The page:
This election season has seen the issue of religion surface again and again. The Romney campaign has labeled President Obama as an attacker of religion. Romney’s own faith has been a subject of debate as well.
But this is not a new development. Religion has played a role in presidential campaigns for over 150 years. John C. Fremont’s possible Catholicism was questioned in 1856 by Democrats: if he was elected, would the Pope rule the U.S.? Al Smith suffered similar attacks in 1928. Neither candidate was elected; their links to the Catholic Church were part of the reason for this. The trend in America politics seems to have been (and may still be) one of fear of and discomfort with the religiously unfamiliar.
The Living Room Candidate can help teachers provide students with a more-recent look at this trend. Kennedy’s Catholicism was also scrutinized in 1960. For teachers interested in this topic, and for teachers interested in the history of presidential campaign television commercials, this website provides a poignant video. This video depicts Kennedy defending his ability to lead the nation as a Catholic while honoring the doctrine of separation of church and state. Allaying the deeply-embedded (and absurd) fears of Protestant America that the Pope would sail up the Potomac as a crowned monarch upon his election was one of the many reasons why Kennedy won in 1960. This made him the first Catholic president in United States’ history.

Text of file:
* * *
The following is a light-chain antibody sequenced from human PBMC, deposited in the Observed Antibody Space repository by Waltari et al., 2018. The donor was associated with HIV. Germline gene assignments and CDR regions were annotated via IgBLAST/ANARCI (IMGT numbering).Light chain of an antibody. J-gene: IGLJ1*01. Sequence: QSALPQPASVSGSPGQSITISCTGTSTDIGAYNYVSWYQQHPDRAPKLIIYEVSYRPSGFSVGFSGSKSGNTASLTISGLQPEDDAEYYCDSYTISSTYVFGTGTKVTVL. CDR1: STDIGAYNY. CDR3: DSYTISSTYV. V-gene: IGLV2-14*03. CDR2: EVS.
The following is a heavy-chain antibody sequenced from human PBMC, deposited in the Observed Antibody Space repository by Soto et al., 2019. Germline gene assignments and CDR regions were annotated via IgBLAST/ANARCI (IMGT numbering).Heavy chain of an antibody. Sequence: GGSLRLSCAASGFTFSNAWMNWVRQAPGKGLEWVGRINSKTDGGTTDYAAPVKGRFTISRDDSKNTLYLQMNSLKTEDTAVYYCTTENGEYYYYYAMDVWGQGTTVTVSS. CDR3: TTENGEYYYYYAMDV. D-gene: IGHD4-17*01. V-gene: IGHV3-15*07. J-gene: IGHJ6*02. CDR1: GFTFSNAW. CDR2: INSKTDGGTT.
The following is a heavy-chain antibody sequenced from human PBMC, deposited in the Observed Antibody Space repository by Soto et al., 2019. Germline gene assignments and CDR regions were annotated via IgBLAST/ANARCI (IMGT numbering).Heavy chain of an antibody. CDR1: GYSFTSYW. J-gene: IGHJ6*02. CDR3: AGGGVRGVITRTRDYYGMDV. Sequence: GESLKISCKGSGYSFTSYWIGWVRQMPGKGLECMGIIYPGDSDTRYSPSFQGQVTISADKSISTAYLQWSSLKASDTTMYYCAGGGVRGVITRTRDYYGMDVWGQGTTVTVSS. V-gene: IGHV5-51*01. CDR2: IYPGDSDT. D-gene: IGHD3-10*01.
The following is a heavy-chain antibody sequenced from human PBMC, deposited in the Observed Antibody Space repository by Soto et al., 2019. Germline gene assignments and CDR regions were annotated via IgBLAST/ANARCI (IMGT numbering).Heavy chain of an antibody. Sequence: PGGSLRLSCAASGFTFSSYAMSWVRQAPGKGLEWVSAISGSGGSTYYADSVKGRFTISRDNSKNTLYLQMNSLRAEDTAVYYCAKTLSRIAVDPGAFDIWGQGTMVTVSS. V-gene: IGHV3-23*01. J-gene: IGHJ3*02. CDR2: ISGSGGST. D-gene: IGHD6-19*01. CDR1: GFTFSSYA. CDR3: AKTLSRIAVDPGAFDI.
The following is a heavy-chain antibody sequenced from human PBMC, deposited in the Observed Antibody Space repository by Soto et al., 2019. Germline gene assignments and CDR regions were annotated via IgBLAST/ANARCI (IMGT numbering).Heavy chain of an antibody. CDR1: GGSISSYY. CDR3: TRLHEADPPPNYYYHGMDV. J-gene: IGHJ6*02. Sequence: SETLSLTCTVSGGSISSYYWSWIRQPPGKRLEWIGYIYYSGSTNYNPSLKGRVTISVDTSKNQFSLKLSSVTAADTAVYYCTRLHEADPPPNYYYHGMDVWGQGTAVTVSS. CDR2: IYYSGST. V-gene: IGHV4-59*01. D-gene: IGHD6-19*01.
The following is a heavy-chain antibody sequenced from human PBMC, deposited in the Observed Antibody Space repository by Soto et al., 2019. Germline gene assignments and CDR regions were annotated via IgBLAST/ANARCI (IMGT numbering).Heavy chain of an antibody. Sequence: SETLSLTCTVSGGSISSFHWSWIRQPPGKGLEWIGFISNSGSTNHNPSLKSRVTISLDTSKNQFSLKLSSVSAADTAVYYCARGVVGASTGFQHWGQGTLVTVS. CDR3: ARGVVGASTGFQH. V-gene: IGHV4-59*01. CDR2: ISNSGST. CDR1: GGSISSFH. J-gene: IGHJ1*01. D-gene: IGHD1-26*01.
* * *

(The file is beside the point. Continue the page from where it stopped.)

JFK and Pope Paul VI, 1963
What is a social studies teacher to do with television being dominated by presidential campaign advertisements? It is very tempting to be cynical and decry the commercialization of politics in our culture. An alternative pedagogical route would be to provide the historical background of presidential commercials.
The thirteenth edition of The American Pageant provides a critical analysis of the 1952 presidential campaign. This campaign marked a major change over time, as it represented the first time in which presidential candidates used heavy doses of television ads in order to gain votes. Bailey, et al, on page 887 of that edition, critiques the Eisenhower camp’s political ads, stating that they were “tightly scripted,” “devoid of substance,” and that they “vastly oversimplified complicated economic and social issues.” All of this, the historians claim, “foreshadowed the future of political advertising.”
Are these claims true? One website that may help a teacher answer this question and provide historical insight to presidential commercials for students. The Living Room Candidate is a treasure trove of many of the most influential presidential campaign advertisements from the television age. By going to their 1952 campaign site, a teacher can get students to critically evaluate the claims of American Pageant.